3.3. The Benefits of Simulation-Enhanced IPE

The simulation-enhanced IPE provides a realistic educational approach and standardized experience that can promote teamwork. This approach allows to learn from mistakes, and to avoid patient harm. The findings of the review revealed the benefits of IPE included the development of IP knowledge and skills, and changes in attitudes. Students find IPE most valuable when it involves opportunities for face-to-face small-group discussion with peers from other professional schools. Therefore, IPE has been a growing part of the curricula in colleges of medicine and nursing for decades (Howkins & Bray, 2008) . Several students noted that they were more comfortable with another profession after the IPE activities. Sharing patient data helps them develop decision making, and problem solving with decreased stress. In addition, students are more prepared for collaborative practice before they enter healthcare settings there is the potential for enhanced patient safety and satisfaction, improved patient outcomes. Nursing and medical students reported feeling more prepared for future non-technical skills such as IP roles and communication skills to improve patient safety during simulation experiences (Couto et al., 2015; Ellis et al., 2008; Vyas et al., 2012) . In the study, significant positive improvements were seen in nursing students’ responses (of these, 11% were pharmacy students, 46% were medical students and 26% were nursing students) on the post-course survey of knowledge, skills, attitudes and job satisfaction. Over 90% of students reported that simulation increased their understanding of IP roles and the importance of communication (Paul et al., 2014) . In a different study, based on the student’s feedback it was recommended that revisions be made to include more information regarding their IP roles. Other research reported that simulated IPE enhanced IP communication, self-confidence and cultural awareness in nursing and medical students (Baker et al., 2008) . Despite positive reports with many enjoying teamwork-learning activities, integration of IPE into the clinical education remains limited. Accordingly, simulated teamwork presents still many barriers that can impact IPE (Jeffries, 2005; Palagnas, 2012; IPECEP, 2011) .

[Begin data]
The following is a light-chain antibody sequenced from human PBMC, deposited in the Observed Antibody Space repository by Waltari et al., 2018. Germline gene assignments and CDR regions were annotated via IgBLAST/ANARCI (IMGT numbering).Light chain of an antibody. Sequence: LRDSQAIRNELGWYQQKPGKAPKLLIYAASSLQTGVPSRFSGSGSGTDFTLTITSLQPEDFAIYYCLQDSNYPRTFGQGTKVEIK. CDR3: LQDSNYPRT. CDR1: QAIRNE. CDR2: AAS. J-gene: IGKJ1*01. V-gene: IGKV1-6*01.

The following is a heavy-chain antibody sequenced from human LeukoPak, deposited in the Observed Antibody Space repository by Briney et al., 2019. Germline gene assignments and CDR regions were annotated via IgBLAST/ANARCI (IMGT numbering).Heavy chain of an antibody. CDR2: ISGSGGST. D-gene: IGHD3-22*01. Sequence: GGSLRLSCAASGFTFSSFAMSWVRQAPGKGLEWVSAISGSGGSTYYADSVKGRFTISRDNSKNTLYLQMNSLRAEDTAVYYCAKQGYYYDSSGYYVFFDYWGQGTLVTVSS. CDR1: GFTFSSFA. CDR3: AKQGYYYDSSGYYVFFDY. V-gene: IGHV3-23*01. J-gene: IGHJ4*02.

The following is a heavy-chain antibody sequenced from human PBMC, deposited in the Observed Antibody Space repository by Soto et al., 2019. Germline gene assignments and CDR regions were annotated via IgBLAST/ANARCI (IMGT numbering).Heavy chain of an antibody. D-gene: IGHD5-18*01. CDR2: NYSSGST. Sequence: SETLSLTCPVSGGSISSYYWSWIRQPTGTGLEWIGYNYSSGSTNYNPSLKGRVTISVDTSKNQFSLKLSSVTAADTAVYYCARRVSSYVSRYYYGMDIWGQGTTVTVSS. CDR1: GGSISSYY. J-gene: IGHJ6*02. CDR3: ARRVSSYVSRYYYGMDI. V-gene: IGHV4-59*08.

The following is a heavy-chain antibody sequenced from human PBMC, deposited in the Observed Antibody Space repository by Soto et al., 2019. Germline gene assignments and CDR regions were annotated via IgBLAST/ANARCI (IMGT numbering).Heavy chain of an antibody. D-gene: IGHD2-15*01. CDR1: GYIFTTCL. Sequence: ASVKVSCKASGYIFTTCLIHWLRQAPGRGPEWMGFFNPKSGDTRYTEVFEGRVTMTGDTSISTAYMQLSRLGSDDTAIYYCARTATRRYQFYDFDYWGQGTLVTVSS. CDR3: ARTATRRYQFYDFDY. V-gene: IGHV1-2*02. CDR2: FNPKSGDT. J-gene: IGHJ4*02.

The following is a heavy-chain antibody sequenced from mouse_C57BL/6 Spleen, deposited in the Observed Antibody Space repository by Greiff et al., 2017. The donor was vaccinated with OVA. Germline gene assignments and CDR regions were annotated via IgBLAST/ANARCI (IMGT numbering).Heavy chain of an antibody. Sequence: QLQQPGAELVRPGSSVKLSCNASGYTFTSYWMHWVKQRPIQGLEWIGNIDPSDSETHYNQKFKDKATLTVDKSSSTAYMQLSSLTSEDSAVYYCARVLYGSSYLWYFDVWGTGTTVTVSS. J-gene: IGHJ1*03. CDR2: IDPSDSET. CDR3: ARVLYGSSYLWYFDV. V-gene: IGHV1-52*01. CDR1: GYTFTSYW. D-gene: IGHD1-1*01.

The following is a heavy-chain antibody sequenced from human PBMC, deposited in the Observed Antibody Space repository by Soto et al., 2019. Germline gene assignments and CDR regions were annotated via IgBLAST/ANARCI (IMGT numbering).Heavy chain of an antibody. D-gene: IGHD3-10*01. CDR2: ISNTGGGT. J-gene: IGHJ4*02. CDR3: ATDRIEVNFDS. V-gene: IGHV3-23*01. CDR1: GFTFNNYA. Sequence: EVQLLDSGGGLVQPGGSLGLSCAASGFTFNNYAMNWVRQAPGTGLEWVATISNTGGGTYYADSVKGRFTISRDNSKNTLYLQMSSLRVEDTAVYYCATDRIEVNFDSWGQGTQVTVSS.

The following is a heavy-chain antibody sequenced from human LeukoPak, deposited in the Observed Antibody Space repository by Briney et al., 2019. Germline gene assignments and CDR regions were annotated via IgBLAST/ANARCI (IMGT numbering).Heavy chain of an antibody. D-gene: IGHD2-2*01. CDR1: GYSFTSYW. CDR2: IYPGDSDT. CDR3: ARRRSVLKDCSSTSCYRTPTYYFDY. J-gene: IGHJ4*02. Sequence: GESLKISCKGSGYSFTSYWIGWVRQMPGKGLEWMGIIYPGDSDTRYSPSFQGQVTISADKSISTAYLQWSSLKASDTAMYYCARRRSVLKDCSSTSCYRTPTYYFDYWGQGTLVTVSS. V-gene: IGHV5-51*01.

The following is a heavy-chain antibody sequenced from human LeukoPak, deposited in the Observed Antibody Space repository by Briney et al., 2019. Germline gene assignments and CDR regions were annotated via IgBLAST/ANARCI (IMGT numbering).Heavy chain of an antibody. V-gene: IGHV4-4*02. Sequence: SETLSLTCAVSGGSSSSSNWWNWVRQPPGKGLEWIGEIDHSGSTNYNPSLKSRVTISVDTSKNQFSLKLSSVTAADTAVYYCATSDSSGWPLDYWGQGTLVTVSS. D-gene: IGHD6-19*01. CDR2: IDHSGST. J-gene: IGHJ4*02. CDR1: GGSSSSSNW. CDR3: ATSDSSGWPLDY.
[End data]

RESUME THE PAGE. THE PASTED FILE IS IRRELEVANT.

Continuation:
3.4. The Challenges of Simulation-Enhanced IPE